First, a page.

Economy and economic indicators

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This paper examines 15 years of income inequality for families raising children in Ontario (2000 to 2015), comparing it with national data for context, and finds several disturbing trends.
TORONTO – Ontario is becoming more polarized as the bottom half of Ontario families see their share of the income pie shrinking while the top half takes home even more, says a new report by the Canadian Centre for Policy Alternatives (CCPA). The bottom half of families raising children in Ontario saw its share of earnings fall to 19 per cent of total labour market income between 2000 and 2015—down three percentage points—while the top half of families increased its share of the income pie by three percentage points, earning 81 per cent of the total income pie.
Photo by r2hox (Flickr creative commons)
This expanded version of the Monitor summer reading guide takes a break from frenetic social media feeds to assess the fluctuating political and economic reality from a place of relative stability: books. Rather than just telling us what they will be reading this summer, contributors ground longer arguments about the state of the world in recent Canadian and international non-fiction releases with a connection to the CCPA’s underlying mandate: to promote social, economic and environmental justice.
This report finds that for the first time ever, Canada’s private sector is racking up debt faster than any other of the world’s 22 advanced economies, putting the country at risk of serious economic consequences. The report reveals that Canada added $1 trillion in private sector debt over the past five years (in 2016 dollars), with the corporate sector responsible for the majority of it.
For the first time ever, Canada’s private sector is racking up debt faster than any other of the world’s 22 advanced economies, putting the country at risk of serious economic consequences, according to new research by the Canadian Centre for Policy Alternatives. A new report authored by CCPA Senior Economist David Macdonald reveals that Canada added $1 trillion in private sector debt over the past five years ($2016), with the corporate sector responsible for the majority of it.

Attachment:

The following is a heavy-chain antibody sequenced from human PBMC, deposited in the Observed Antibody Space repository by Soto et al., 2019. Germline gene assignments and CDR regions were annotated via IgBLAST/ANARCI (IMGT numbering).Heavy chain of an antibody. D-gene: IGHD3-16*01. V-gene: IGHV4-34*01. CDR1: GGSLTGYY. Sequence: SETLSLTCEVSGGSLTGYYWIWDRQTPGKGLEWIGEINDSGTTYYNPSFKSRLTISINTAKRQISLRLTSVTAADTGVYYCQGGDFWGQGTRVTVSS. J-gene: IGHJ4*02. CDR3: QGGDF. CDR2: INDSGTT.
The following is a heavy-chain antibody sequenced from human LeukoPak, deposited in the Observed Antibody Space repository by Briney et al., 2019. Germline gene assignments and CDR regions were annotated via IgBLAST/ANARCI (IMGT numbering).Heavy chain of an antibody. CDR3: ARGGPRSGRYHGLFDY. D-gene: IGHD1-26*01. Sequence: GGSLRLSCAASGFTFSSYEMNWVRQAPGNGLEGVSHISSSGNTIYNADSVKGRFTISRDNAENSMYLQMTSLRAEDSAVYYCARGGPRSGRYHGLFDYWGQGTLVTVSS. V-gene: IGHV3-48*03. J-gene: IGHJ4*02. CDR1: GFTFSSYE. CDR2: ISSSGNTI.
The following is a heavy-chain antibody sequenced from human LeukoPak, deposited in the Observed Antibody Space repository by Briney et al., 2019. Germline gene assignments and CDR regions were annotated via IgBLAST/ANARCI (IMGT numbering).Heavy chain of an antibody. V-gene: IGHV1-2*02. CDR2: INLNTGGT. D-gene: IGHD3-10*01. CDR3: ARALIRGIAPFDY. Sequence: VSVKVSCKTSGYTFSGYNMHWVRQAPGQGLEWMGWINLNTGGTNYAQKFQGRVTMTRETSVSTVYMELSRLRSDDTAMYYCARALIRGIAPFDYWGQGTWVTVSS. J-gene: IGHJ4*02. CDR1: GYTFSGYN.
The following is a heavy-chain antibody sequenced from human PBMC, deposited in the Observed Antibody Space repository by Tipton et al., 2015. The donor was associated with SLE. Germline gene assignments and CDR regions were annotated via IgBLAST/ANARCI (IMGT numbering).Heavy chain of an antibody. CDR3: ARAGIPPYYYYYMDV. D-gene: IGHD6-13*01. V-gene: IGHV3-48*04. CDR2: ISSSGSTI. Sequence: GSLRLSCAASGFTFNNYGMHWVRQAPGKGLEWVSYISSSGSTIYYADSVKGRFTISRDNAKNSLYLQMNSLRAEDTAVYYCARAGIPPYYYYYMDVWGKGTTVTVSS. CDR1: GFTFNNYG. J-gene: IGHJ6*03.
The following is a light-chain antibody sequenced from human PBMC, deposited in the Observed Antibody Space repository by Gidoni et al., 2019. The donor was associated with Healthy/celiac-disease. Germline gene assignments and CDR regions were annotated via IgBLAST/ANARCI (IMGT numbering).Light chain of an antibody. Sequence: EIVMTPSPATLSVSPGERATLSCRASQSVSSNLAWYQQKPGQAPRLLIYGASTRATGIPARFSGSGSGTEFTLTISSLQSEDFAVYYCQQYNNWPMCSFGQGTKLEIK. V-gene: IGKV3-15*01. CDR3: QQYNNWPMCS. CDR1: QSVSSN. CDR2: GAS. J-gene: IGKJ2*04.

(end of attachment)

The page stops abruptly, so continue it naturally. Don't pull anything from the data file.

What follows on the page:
Halifax—With the looming federal government deadline for provinces to institute their own carbon pricing scheme or have it imposed, the next Nova Scotia government will have a small window to move forward. Today, the Canadian Centre for Policy Alternatives-Nova Scotia released a backgrounder that outlines a progressive policy on carbon pricing that it urges should be adopted instead of the one being currently proposed.  
With the looming federal government deadline for provinces to institute their own carbon pricing scheme or have it imposed, the next Nova Scotia government will have a small window to move forward. This backgrounder urges the next provincial government to prioritize the transition to a greener economy and outlines a progressive policy on carbon pricing that should be adopted instead of the one being currently proposed.
Today, 11 communities across BC released their local living wage rates. A living wage is the hourly amount that two working parents with two young children must earn to meet their basic expenses.
For those seeking to calculate the living wage in other BC and Canadian communities, you can download the living wage calculation guide and spreadsheet (below). And please let the Living Wage Campaign know what you come up with — they're working on keeping track of amounts across the province and across Canada: info@livingwageforfamilies.ca. You can also contact the campaign if you want to become a living wage employer or to participate in the work of the campaign.

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